2019 SVB wine report says U.S. retail wine sales may decline this year, and the future doesn’t look much better
Someone in the wine business may be more worried about its future than the Wine Curmudgeon. Consider these projections, from the 2019 SVB wine report that was released yesterday:
• How about a forecast that says retail wine sales in 2019, as measured by volume, could actually decline? This would be almost unprecedented in the post-1980s history of U.S. wine.
• Or that growth by value may be less than one percent, with even premiumization starting to slow?
• Or that younger wine drinkers, more interested in legal weed and paying off their student loans, aren’t showing any interest in picking up the slack left by the aging Baby Boomers?
Why does this matter to those of us who drink wine? Because Silicon Valley Bank’s Rob McMillan, the study’s author, is one of the smartest people in the wine business. How important has McMillan’s annual report become? This year, a vice president for Big Wine’s Constellation Brands participated, and the company doesn’t usually do those sorts of things.
So if McMillan says a slowdown is coming and the wine business needs to reexamine how it does business, then it had better. Or else we all suffer.
“This is probably the most important report we’ve ever put together,” McMillan said during Wednesday’s live videocast. “Starting now, wine has reached a tipping point. We’re not closing in on a tipping point, we’re feeling it.”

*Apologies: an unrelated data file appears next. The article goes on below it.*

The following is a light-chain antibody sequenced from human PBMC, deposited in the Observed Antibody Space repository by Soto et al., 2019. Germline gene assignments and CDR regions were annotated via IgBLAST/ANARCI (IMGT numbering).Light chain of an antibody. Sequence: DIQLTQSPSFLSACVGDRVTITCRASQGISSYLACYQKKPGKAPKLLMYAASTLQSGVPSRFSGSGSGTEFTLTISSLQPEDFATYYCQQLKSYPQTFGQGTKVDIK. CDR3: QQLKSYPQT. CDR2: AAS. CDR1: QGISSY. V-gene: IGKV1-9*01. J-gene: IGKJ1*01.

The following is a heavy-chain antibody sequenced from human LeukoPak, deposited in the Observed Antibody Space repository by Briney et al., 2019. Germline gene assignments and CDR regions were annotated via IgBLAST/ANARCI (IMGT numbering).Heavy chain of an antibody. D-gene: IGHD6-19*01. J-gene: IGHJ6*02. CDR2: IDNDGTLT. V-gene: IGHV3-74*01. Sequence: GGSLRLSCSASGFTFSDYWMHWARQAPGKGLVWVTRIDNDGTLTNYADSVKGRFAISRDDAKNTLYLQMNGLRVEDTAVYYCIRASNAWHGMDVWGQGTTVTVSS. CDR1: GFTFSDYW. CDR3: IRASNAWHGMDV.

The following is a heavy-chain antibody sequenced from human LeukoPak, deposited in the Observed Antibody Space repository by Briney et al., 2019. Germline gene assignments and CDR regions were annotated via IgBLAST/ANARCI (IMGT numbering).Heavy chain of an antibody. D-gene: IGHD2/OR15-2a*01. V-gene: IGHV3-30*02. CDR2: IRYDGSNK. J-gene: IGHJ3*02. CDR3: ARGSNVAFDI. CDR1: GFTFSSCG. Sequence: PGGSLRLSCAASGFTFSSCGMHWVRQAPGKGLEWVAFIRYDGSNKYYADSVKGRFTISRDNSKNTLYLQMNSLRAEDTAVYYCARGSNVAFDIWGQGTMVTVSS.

The videocast threw around a lot of jargon – I even heard psychographics – and several of the other panelists nitpicked about some of the conclusions.
But that didn’t change the hard news: Younger people don’t care about about wine the way their parents and grandparents did, They are focusing more on beer and spirits and legal weed, and they’re hampered by lower relative incomes and intimidated by the repeated attacks on wine drinking by the neo-Prohibitonists.
In other words, wine is too old, too Anglo, too snotty, and too out of touch with the younger consumers. So, said McMillan, “We have to look at what the wine industry is doing about it now and what can we do in the future to fix the problem.”
Also worth noting: McMillan, who invented the term premiumization to describe consumers trading up to more expensive wine, said he’s surprised to see it slow as it faces price resistance from consumers. Price resistance? What an amazing concept.
Finally, the Wine Curmudgeon’s suggestion to the wine industry: Sweetening dry wines and calling them dry ain’t going to do it. How about giving younger wine drinkers quality and value? I know — almost as revolutionary as the idea of price resistance.